Originality/value

This paper affords a macro‐level view of a common and expensive social problem, suggests a practical solution with the promise of reducing long‐term losses at all levels.

Details

Journal of Financial Crime, vol. 15 no. 4
Type: Research Article
ISSN: 1359-0790

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Article

Chupun Gowanit, Natcha Thawesaengskulthai, Peraphon Sophatsathit and Thitivadee Chaiyawat

– The purpose of this paper is to explore the adoption of a mobile insurance claim system (M-insurance) and develops a framework for the adoption of M-insurance by consumers.

Abstract

Purpose

The purpose of this paper is to explore the adoption of a mobile insurance claim system (M-insurance) and develops a framework for the adoption of M-insurance by consumers.

Design/methodology/approach

This study assesses mobile technology for claim management through the lens of the technology acceptance model (TAM) and diffusion of innovation (DOI) models as a major guideline, using exploratory research through in-depth interviews with four executive experts who are first movers in mobile claim motor insurance in Thailand. Semi-structured interviews and open-ended questions were used to conduct group interviews of insurance consumers who mostly use smartphones. The data were collected in a qualitative research approach from Thai insurance consumers (n=177), and contents were classified and analysed to gain strong insights into respondent opinions, comments, attitudes, behaviour, and experiences.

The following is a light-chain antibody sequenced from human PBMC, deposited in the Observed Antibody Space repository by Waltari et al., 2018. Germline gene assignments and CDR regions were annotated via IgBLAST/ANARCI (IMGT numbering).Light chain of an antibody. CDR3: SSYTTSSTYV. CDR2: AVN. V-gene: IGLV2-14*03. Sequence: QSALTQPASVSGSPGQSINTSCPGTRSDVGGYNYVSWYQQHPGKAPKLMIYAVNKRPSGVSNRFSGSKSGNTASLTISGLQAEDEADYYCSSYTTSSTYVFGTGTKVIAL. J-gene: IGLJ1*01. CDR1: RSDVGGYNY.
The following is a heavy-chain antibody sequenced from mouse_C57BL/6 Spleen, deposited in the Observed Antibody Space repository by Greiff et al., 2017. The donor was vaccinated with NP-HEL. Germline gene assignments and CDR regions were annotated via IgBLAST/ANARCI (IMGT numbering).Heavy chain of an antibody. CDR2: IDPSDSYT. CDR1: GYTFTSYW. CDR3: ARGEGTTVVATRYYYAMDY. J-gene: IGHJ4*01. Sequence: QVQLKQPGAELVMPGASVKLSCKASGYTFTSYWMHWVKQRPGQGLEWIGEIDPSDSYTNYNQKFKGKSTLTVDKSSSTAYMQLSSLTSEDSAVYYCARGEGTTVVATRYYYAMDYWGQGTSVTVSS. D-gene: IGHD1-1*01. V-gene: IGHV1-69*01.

Findings

The results indicate that the external (social) factors influence attitude and behaviour of consumers which link to their intention to adopt M-insurance. These external factors include: preference for face-to-face service; confidence of insurers in accepting claim; and risk of claim knowledge that might cause legal issues among others. In application, the findings shall meaningfully enhance insurer firms’ improvement of adoption rate and development of future features and functions of M-insurance.

Research limitations/implications

This study is based on insurance consumers in each region of Thailand but focuses only on mobile claim management for motor insurance. Although the findings bring new insight and understanding of consumer preferences and behaviours, they were not tested statistically.

Practical implications

The study has practical implications for motor insurance claimants who are concerned over the complicated policy conditions, the perspective risk of claim knowledge and fault admission, and the on-site investigation by surveyor for another party. These are the guidance impediments to overcome M-insurance adoption improvement.

Originality/value